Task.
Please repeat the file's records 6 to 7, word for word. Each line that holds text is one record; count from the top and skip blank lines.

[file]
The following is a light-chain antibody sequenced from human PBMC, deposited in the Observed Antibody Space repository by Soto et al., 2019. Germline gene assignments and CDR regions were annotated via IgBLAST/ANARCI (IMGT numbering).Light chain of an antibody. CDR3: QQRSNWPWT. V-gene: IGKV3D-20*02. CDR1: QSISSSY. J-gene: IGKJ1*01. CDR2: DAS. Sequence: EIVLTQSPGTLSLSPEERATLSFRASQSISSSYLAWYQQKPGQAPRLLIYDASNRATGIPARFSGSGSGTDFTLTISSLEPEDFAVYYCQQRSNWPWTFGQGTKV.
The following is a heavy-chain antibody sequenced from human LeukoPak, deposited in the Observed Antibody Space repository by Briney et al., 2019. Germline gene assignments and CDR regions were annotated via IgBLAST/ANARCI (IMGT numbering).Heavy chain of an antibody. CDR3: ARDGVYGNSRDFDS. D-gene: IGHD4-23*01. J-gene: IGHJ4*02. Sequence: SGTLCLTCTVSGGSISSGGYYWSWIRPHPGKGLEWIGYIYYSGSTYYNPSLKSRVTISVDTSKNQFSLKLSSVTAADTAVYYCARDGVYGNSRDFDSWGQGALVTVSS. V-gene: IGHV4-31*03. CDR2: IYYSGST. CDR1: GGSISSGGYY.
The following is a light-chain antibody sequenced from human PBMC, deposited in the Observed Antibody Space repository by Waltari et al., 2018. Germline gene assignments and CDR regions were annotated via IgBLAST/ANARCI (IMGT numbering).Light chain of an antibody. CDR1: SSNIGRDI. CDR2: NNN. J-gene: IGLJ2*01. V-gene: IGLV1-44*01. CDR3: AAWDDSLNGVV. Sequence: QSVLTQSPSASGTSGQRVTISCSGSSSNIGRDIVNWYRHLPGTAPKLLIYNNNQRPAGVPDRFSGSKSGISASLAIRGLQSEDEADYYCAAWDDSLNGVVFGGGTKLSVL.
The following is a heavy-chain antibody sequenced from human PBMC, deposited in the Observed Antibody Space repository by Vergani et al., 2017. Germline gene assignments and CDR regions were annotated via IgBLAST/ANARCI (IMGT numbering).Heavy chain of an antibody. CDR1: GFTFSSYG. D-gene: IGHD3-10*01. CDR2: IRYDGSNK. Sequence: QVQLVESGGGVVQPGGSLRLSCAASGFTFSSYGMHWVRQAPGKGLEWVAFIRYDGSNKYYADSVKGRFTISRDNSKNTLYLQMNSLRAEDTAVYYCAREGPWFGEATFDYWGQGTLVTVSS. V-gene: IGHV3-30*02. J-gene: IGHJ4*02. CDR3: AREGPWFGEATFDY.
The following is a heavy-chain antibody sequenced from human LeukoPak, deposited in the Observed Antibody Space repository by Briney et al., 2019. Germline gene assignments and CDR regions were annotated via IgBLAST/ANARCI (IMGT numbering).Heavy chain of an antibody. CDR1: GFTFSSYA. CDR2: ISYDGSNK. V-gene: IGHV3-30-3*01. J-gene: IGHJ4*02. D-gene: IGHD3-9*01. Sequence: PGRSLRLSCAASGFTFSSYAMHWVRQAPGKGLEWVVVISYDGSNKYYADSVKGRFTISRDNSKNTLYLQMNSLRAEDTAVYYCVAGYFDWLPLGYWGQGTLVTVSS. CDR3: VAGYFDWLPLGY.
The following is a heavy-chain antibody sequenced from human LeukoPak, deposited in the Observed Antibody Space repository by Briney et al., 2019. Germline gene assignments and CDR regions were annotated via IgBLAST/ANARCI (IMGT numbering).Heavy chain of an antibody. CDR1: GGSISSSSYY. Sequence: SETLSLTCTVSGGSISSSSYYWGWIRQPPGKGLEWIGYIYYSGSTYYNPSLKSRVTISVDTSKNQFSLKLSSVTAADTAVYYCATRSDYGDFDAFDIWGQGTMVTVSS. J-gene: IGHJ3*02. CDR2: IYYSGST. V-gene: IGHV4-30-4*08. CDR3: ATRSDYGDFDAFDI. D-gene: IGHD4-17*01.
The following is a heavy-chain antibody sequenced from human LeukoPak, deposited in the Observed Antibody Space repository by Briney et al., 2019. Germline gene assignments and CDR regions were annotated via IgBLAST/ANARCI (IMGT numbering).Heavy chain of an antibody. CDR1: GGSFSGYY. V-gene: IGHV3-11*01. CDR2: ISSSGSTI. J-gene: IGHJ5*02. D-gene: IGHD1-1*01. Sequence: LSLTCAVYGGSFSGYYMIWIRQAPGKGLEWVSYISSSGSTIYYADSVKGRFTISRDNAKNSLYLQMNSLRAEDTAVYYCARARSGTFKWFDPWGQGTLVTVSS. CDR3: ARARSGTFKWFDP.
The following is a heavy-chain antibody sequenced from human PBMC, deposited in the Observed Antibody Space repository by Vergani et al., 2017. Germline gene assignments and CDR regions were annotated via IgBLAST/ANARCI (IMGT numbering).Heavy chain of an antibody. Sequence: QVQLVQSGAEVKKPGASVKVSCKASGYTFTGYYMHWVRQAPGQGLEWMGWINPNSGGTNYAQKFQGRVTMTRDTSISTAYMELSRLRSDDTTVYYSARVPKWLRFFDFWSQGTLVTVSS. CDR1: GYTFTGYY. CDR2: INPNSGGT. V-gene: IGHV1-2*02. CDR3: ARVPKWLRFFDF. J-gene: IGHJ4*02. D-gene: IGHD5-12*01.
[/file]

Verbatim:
The following is a heavy-chain antibody sequenced from human LeukoPak, deposited in the Observed Antibody Space repository by Briney et al., 2019. Germline gene assignments and CDR regions were annotated via IgBLAST/ANARCI (IMGT numbering).Heavy chain of an antibody. CDR1: GGSISSSSYY. Sequence: SETLSLTCTVSGGSISSSSYYWGWIRQPPGKGLEWIGYIYYSGSTYYNPSLKSRVTISVDTSKNQFSLKLSSVTAADTAVYYCATRSDYGDFDAFDIWGQGTMVTVSS. J-gene: IGHJ3*02. CDR2: IYYSGST. V-gene: IGHV4-30-4*08. CDR3: ATRSDYGDFDAFDI. D-gene: IGHD4-17*01.
The following is a heavy-chain antibody sequenced from human LeukoPak, deposited in the Observed Antibody Space repository by Briney et al., 2019. Germline gene assignments and CDR regions were annotated via IgBLAST/ANARCI (IMGT numbering).Heavy chain of an antibody. CDR1: GGSFSGYY. V-gene: IGHV3-11*01. CDR2: ISSSGSTI. J-gene: IGHJ5*02. D-gene: IGHD1-1*01. Sequence: LSLTCAVYGGSFSGYYMIWIRQAPGKGLEWVSYISSSGSTIYYADSVKGRFTISRDNAKNSLYLQMNSLRAEDTAVYYCARARSGTFKWFDPWGQGTLVTVSS. CDR3: ARARSGTFKWFDP.